A.26 Fourier inversion theorem and Parseval

This note discusses Fourier series, Fourier integrals, and Parseval’s identity.

Consider first one-dimensional Fourier series. They apply to functions

Such functions can be written as a “Fourier series:”

Here the

Note that notations for Fourier series can vary from one author to the
next. The above form of the Fourier series is the prefered one for
quantum mechanics. The reason is that the functions

That any (reasonable) periodic function

Note from (A.193) that if you known

But the symmetry goes even deeper than that. Consider the inner
product of a pair of functions

Using the orthonormality property (A.195) that becomes

(A.196) |

Therefore the equation above may be written more concisely as

That is quite important for quantum mechanics. For example, assume
that

According to the Born interpretation, the left hand side says that the probability of finding the particle is 1, certainty, if you look at every position on the ring. But according to the orthodox interpretation of quantum mechanics,

So far, only periodic functions have been covered. But functions in
infinite space can be handled by taking the period

In the limit

The reason that this is convenient is that

If the above definition and

Of course, in quantum mechanics you are often more interested in the
momentum than in the wave number. So it is often convenient to define
a new function

Using similar substitutions as for the Fourier series, the Parseval
identity (A.197) becomes

or in short

This identity is sometimes called the “Plancherel theorem,” after a later mathematician who generalized its applicability. The bottom line is that Fourier integral transforms too conserve inner products.

So far, this was all one-dimensional. However, the extension to three
dimensions is straightforward. The first case to be considered is
that there is periodicity in each Cartesian direction:

In quantum mechanics, this would typically correspond to the wave function of a particle stuck in a periodic box of dimensions

There are now wave numbers for each direction,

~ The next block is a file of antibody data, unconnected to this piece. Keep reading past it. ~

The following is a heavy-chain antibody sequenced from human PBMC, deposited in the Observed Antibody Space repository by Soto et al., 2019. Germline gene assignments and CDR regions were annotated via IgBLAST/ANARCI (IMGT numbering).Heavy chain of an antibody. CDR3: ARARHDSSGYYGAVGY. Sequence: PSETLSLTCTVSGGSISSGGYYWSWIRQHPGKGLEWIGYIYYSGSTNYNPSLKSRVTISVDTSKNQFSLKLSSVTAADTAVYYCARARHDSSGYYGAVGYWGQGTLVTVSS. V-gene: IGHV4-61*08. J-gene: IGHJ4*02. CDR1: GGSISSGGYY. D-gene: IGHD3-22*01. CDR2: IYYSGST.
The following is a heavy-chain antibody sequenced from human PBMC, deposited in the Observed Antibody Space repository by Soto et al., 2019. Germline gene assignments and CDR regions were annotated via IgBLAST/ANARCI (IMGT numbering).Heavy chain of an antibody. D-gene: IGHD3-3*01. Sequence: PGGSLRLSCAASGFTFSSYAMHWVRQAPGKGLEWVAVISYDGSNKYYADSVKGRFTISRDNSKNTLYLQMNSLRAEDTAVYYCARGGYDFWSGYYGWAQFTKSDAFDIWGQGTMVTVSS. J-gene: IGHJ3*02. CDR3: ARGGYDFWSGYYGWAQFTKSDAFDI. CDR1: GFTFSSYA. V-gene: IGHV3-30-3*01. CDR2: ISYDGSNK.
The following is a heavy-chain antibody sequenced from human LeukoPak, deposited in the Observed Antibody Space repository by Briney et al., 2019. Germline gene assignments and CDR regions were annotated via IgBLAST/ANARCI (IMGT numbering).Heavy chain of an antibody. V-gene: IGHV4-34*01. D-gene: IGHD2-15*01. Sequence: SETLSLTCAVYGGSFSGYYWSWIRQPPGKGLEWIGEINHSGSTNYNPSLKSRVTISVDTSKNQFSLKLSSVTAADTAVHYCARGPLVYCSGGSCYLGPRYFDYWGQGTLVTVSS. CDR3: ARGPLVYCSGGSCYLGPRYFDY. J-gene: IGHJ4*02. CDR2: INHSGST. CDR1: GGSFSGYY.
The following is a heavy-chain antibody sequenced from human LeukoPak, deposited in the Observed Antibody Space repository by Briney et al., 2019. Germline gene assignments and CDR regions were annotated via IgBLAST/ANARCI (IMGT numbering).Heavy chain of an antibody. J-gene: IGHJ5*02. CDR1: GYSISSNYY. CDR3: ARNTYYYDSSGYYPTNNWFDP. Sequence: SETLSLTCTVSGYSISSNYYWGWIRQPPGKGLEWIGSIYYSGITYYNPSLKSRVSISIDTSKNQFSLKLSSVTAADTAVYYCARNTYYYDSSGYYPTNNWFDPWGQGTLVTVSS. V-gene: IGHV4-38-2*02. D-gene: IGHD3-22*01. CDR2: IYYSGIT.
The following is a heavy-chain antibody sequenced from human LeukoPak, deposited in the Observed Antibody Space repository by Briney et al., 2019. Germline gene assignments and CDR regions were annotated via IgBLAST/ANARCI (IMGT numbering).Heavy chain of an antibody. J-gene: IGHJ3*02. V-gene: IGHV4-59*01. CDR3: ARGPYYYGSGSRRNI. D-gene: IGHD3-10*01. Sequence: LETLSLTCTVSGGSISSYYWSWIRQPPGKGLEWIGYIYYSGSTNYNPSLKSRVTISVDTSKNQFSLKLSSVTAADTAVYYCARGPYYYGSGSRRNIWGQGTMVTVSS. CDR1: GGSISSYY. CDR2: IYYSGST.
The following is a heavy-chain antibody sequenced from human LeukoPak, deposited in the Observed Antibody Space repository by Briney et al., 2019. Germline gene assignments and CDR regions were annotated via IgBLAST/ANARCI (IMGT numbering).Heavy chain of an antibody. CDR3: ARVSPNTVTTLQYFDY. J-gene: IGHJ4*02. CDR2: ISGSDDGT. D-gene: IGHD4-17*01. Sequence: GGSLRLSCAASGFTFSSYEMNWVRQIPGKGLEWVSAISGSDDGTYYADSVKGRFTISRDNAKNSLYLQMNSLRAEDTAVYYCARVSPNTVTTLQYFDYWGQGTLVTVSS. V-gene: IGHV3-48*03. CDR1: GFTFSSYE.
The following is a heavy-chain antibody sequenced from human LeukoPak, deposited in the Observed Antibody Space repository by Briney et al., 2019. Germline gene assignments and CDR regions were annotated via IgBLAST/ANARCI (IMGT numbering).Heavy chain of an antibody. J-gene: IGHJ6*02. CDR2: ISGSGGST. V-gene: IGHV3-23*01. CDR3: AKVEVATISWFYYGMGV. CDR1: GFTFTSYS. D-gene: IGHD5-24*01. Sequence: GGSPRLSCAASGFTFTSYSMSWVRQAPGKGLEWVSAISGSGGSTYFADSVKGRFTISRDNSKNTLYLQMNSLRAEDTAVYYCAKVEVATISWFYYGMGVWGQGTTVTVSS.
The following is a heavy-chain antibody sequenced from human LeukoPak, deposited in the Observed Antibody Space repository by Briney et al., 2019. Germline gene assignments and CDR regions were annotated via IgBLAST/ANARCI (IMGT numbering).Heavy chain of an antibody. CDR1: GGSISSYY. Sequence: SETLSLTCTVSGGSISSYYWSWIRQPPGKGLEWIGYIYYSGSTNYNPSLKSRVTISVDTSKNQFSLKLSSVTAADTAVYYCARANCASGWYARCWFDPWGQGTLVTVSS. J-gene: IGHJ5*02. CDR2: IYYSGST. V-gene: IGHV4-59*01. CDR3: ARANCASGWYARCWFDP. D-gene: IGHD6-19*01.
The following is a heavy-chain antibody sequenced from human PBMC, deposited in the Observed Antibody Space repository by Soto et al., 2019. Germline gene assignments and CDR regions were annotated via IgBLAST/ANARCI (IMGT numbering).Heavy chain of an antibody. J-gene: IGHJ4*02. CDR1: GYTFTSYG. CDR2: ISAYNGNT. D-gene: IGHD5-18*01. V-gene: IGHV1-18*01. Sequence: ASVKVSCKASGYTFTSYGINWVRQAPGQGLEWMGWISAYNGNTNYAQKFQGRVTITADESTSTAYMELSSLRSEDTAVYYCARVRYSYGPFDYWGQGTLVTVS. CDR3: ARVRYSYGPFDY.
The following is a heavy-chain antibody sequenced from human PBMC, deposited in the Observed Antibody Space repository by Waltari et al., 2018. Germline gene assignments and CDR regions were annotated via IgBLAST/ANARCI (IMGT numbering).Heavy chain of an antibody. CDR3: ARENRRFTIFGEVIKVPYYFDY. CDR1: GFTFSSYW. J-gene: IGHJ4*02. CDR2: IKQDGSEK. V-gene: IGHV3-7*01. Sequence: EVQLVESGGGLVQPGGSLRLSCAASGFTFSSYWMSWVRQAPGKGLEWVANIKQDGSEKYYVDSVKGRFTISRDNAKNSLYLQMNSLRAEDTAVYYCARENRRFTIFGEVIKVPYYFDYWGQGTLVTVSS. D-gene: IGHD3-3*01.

where

Here

The Fourier series for a three-dimensional periodic function is

The above expression for

This is equivalent to what is given above, except for trivial changes in notation. The expression for the Fourier coefficients can be derived analogous to the one-dimensional case, integrating now over the entire periodic box.

The Parseval equality still applies

These expressions are all obtained completely analogously to the one-dimensional case.

Often, the function is a vector rather than a scalar. That does not
make a real difference since each component transforms the same way.
Just put a vector symbol over

For the picky, converting Fourier series into Fourier integrals only works for well-behaved functions. But to show that it also works for nasty wave functions, you can set up a limiting process in which you approximate the nasty functions increasingly accurately using well-behaved ones. Now if the well-behaved functions are converging, then their Fourier transforms are too. The inner products of the differences in functions are the same according to Parseval. And according to the abstract Lebesgue variant of the theory of integration, that is enough to ensure that the transform of the nasty function exists. This works as long as the nasty wave function is square integrable. And wave functions need to be in quantum mechanics.

But being square integrable is not a strict requirement, as you may have been told elsewhere. A lot of functions that are not square integrable have meaningful, invertible Fourier transforms. For example, functions whose square magnitude integrals are infinite, but absolute value integrals are finite can still be meaningfully transformed. That is more or less the classical version of the inversion theorem, in fact. (See D.C. Champeney, A Handbook of Fourier Theorems, for more.)